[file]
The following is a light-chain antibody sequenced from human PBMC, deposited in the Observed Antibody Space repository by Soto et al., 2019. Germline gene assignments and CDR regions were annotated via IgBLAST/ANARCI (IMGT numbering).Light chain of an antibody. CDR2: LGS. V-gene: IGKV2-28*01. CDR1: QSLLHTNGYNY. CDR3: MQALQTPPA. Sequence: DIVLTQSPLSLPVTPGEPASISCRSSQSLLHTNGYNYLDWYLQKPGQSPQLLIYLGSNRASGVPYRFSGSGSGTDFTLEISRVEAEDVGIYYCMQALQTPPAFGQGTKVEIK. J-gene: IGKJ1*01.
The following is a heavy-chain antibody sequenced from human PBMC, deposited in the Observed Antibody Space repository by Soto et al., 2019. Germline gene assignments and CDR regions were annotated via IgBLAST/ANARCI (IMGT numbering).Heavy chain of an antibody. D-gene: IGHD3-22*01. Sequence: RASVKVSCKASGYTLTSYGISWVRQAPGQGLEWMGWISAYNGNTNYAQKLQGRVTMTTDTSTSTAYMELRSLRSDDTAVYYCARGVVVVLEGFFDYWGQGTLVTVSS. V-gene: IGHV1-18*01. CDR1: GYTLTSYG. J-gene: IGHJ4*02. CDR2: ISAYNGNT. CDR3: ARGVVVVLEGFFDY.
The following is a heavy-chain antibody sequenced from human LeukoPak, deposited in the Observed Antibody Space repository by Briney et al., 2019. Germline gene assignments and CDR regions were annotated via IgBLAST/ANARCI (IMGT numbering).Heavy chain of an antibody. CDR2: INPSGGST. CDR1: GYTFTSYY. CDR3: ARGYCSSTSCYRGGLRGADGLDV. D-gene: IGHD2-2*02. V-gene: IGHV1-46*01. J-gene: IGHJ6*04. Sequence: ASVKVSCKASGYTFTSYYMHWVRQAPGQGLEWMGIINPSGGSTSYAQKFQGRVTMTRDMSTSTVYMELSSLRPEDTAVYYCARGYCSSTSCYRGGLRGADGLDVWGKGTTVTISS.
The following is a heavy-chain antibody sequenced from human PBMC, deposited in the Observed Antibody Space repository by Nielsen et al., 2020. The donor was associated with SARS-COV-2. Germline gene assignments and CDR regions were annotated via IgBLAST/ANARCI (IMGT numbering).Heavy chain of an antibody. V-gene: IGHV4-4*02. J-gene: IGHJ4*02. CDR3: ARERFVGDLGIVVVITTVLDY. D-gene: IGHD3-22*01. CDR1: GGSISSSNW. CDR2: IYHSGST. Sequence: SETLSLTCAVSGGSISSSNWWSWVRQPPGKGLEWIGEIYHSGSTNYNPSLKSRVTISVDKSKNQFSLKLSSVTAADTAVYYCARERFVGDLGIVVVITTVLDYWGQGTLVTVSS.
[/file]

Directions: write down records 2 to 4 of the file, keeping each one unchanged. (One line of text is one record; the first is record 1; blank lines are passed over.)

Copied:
The following is a heavy-chain antibody sequenced from human PBMC, deposited in the Observed Antibody Space repository by Soto et al., 2019. Germline gene assignments and CDR regions were annotated via IgBLAST/ANARCI (IMGT numbering).Heavy chain of an antibody. D-gene: IGHD3-22*01. Sequence: RASVKVSCKASGYTLTSYGISWVRQAPGQGLEWMGWISAYNGNTNYAQKLQGRVTMTTDTSTSTAYMELRSLRSDDTAVYYCARGVVVVLEGFFDYWGQGTLVTVSS. V-gene: IGHV1-18*01. CDR1: GYTLTSYG. J-gene: IGHJ4*02. CDR2: ISAYNGNT. CDR3: ARGVVVVLEGFFDY.
The following is a heavy-chain antibody sequenced from human LeukoPak, deposited in the Observed Antibody Space repository by Briney et al., 2019. Germline gene assignments and CDR regions were annotated via IgBLAST/ANARCI (IMGT numbering).Heavy chain of an antibody. CDR2: INPSGGST. CDR1: GYTFTSYY. CDR3: ARGYCSSTSCYRGGLRGADGLDV. D-gene: IGHD2-2*02. V-gene: IGHV1-46*01. J-gene: IGHJ6*04. Sequence: ASVKVSCKASGYTFTSYYMHWVRQAPGQGLEWMGIINPSGGSTSYAQKFQGRVTMTRDMSTSTVYMELSSLRPEDTAVYYCARGYCSSTSCYRGGLRGADGLDVWGKGTTVTISS.
The following is a heavy-chain antibody sequenced from human PBMC, deposited in the Observed Antibody Space repository by Nielsen et al., 2020. The donor was associated with SARS-COV-2. Germline gene assignments and CDR regions were annotated via IgBLAST/ANARCI (IMGT numbering).Heavy chain of an antibody. V-gene: IGHV4-4*02. J-gene: IGHJ4*02. CDR3: ARERFVGDLGIVVVITTVLDY. D-gene: IGHD3-22*01. CDR1: GGSISSSNW. CDR2: IYHSGST. Sequence: SETLSLTCAVSGGSISSSNWWSWVRQPPGKGLEWIGEIYHSGSTNYNPSLKSRVTISVDKSKNQFSLKLSSVTAADTAVYYCARERFVGDLGIVVVITTVLDYWGQGTLVTVSS.